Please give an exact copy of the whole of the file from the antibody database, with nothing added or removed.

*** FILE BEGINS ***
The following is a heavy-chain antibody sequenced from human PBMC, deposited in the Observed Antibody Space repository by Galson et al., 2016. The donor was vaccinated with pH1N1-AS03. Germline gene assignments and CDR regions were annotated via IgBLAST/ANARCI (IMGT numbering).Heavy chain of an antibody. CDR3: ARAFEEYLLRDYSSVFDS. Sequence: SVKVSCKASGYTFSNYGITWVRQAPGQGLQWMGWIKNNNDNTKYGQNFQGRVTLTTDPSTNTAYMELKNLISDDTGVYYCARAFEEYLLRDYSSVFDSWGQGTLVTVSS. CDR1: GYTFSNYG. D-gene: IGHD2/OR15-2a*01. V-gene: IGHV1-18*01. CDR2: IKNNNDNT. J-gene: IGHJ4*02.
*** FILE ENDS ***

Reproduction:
The following is a heavy-chain antibody sequenced from human PBMC, deposited in the Observed Antibody Space repository by Galson et al., 2016. The donor was vaccinated with pH1N1-AS03. Germline gene assignments and CDR regions were annotated via IgBLAST/ANARCI (IMGT numbering).Heavy chain of an antibody. CDR3: ARAFEEYLLRDYSSVFDS. Sequence: SVKVSCKASGYTFSNYGITWVRQAPGQGLQWMGWIKNNNDNTKYGQNFQGRVTLTTDPSTNTAYMELKNLISDDTGVYYCARAFEEYLLRDYSSVFDSWGQGTLVTVSS. CDR1: GYTFSNYG. D-gene: IGHD2/OR15-2a*01. V-gene: IGHV1-18*01. CDR2: IKNNNDNT. J-gene: IGHJ4*02.